It’s All in the Game: Ring Chasing with the NBA Elite

NBA players are judged by their bling. They leave their

legacies on that all important digit next to the pinky. Presidents and CEOs may

be judged on bank accounts and stock prices, but the NBA’s elite put their blood,

sweat, and tears into a lifelong journey for jewelry.

In today’s world of free agency and big money contracts,

more and more stars are finding gold in a mine other than the one they called

home for most of their careers.

So does that compromise their legitimacy, or is it a reward

for otherwise impeccable body of work?

Before you question the loyalty of high-profile players who

skip town to chase a dream with another franchise, put it in perspective with major

players from any other industry.

Jay-Z left Rocafella and Def Jam. Whitney left Bobby. Hell,

George Clooney left ER to become a

movie star. People work hard to improve their situations. Athletes are no


Kevin Garnett doesn’t have a ring yet. Neither does Steve

Nash, or Allen Iverson. All of them have MVP’s, but all of them would trade in

their bronze statue for diamonds.

NBA MVP’s of yesteryear started the trend of ring chasing.

Barkley left Philly to get a ring in Phoenix,

but MJ had other plans. So off he went to Houston, only to have John Stockton

blow out the candle on that dream with a legendary buzzer-beater to send the

Rockets home for good.

Karl Malone spent 18 years in Utah trying to get a ring and came close

twice. But he didn’t want to hang up his sneakers until he validated his career,

so he packed his bags for L.A. to try to win a championship with Shaq and Kobe.

Unfortunately, a sprained knee, and some team drama meant Chauncey and Sheed

got to sport the bling.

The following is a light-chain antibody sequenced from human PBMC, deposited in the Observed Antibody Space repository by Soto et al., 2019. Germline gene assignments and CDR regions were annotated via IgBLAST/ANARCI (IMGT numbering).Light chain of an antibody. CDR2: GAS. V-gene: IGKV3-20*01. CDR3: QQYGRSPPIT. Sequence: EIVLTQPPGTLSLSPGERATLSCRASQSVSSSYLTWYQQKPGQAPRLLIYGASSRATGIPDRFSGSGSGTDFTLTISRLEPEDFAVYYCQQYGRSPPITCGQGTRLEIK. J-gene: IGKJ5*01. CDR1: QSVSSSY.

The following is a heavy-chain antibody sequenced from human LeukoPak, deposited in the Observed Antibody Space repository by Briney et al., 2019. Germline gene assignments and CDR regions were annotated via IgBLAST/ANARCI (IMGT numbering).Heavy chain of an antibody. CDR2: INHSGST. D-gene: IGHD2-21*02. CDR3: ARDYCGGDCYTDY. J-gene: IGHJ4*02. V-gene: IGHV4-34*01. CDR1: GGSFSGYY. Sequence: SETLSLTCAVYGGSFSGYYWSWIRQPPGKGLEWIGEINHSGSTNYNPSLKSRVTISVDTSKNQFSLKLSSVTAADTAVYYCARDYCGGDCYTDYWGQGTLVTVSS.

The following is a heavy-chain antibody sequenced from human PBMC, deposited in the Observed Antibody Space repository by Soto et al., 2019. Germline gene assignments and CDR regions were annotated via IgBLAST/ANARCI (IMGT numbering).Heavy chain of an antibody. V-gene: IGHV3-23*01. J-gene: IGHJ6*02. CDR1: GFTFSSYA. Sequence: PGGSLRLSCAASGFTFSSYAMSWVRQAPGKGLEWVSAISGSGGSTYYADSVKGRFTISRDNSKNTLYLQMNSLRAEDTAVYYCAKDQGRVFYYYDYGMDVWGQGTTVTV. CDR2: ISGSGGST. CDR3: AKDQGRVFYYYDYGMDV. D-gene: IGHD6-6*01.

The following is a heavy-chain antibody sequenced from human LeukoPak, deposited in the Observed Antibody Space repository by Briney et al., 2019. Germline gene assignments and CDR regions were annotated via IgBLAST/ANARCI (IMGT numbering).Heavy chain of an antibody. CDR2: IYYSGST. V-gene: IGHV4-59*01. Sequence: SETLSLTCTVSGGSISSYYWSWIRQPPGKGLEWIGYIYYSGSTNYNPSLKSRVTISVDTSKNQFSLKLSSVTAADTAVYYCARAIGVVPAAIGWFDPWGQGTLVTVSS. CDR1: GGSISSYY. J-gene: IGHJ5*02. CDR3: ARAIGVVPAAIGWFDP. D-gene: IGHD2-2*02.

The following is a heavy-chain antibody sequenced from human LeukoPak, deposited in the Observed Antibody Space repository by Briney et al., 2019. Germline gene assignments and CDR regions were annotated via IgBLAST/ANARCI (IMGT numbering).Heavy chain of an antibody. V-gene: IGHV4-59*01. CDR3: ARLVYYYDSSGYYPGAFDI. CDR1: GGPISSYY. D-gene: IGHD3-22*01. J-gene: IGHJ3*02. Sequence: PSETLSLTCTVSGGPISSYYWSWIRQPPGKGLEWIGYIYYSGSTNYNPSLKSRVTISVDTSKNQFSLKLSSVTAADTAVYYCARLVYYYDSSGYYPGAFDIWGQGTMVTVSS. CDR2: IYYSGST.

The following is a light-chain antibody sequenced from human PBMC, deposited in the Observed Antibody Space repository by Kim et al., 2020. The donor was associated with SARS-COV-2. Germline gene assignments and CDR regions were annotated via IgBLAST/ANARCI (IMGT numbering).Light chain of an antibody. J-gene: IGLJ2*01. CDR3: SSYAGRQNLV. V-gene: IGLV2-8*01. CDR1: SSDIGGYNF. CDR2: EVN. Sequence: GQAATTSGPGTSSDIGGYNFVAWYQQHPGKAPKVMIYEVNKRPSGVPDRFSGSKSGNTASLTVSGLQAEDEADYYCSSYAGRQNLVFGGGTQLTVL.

Today’s game has several superstars vying for a championship

with new teams. Garnett and Ray Allen have an excellent chance to win a title

in Boston, even though they spent the bulk of their careers in other cities. In

fact, until this year, KG had only advanced past the first round once in his

illustrious career. Allen’s best shot came in Milwaukee in 2001, falling to

A.I. and the Sixers in seven games in the Eastern Conference Finals.

Speaking of Iverson, he left the City of Brotherly Love in

the hopes of finding a ring buried in the Rocky Mountains. Unfortunately for

him, until that team learns to play some defense, he might as well be searching

for a needle in a haystack.

Not every superstar that has left their long time employer

searching for greener pastures has come up empty handed. Clyde Drexler was

twice denied a championship in Portland before

teaming with the Hakeem the Dream for a ring in Houston. Gary Payton had also been to the

finals twice before learning that the third time is a charm with Miami in 2006.

Can you blame either one of them? Long regarded as greats at

their position, they just needed some “ice”-ing on the cake to cement their

place in history.

And now Garnett and Allen are doing the same. They took

advantage of a unique situation where they could team with Paul Pierce to form

a three-headed monster that no one wants a piece of. And they are doing it

together. All three have sacrificed individual statistics, instead focusing on

defense and team unity to put together a championship run.

Tim Duncan is known for being unselfish. He’s shared the

rock, now he needs to share the jewelry. If Greg Foster, Jacque Vaughn, and

Darko Milicic can have rings then KG, AI, and Nash deserve one too.

If they do bring the title back to Boston, KG and Ray Ray will have earned it.

They’ve had incredible careers filled with everything but a championship. They’ve

put their heart and soul into this game.

The Big Ticket and Jesus Shuttlesworth as NBA champions? Now

that has a nice ring to it.